SOUTH CAROLINA:  Sumter County is home to the world's largest gingko farm.

SOUTH DAKOTA:  is the only state that has never had an earthquake.

TENNESSEE:  Nashville's Grand Ole Opry is the longest running live radio show in the world.

TEXAS:  Dr. Pepper was invented in Waco in 1885 and the hamburger was invented in Arlington in 1906. [Note:  if you've ever watched any of the American Eats and other similar shows on the History Channel and Travel Channel, you've probably noticed that several U.S. cities in different states have claimed credit for the invention of the hamburger.]

UTAH:  the first Kentucky Fried Chicken restaurant opened here in 1952.

VERMONT:  And speaking of fast food, Montpelier is the only state capital without a McDonald's.

VIRGINIA:  home to the world's largest office building, The Pentagon.

WASHINGTON:  Seattle has twice as many college graduates as any other state.

WASHINGTON, D.C.:  is the first planned capital (as in the entire city laid out prior to being constructed) in the world.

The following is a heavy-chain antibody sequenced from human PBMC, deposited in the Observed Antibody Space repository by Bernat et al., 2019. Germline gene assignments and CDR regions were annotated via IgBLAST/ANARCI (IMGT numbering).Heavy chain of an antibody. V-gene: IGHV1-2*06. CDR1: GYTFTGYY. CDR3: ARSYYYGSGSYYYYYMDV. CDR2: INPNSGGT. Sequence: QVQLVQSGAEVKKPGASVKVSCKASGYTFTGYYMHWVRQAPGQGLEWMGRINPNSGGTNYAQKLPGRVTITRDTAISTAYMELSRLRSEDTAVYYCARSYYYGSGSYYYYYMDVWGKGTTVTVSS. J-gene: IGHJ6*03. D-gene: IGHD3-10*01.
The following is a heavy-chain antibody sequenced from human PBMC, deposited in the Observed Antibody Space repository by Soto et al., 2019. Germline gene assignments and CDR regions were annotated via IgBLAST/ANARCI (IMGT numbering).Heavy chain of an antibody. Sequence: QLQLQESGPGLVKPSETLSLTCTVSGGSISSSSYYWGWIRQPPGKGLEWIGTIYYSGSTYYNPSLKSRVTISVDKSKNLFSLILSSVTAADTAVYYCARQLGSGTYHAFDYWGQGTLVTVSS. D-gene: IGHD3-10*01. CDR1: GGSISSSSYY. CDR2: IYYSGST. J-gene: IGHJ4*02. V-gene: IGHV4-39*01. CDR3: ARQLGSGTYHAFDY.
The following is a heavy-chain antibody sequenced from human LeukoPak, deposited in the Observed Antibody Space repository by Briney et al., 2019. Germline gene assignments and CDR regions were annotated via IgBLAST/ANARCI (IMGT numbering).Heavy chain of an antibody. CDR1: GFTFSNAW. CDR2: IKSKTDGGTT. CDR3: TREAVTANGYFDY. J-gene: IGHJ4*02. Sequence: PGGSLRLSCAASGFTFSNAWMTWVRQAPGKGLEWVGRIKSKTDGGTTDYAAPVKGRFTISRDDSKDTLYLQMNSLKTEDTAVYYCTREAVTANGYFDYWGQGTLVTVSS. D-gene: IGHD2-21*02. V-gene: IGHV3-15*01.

WEST VIRGINIA:  had the world's first brick paved street, Summers Street, in Charleston in 1870.

WISCONSIN:  the ice cream sundae was invented here in 1881 to get around Blue Laws prohibiting ice cream from being sold on Sunday.  The new breed of the American Water Spaniel was created here and is the state dog.

WYOMING:  was the first state to allow women to vote, as a territory it extended the right to women in 1869, then as a state was the first state constitution to include women's right to vote in 1889.  The U.S. did not allow women's right to vote until many years later when the 19th Amendment was ratified on August 18, 1920.

Saturday, January 17, 2015

What Your Favorite Liquor Says About You

I've done blogs on what your favorite ice cream says about you and what your favorite sandwich says about you.  So, when I saw an article titled What Your Favorite Liquor Says About You, it seemed like a natural for another blog.  The article did not refer to beer or wine, only hard liquor.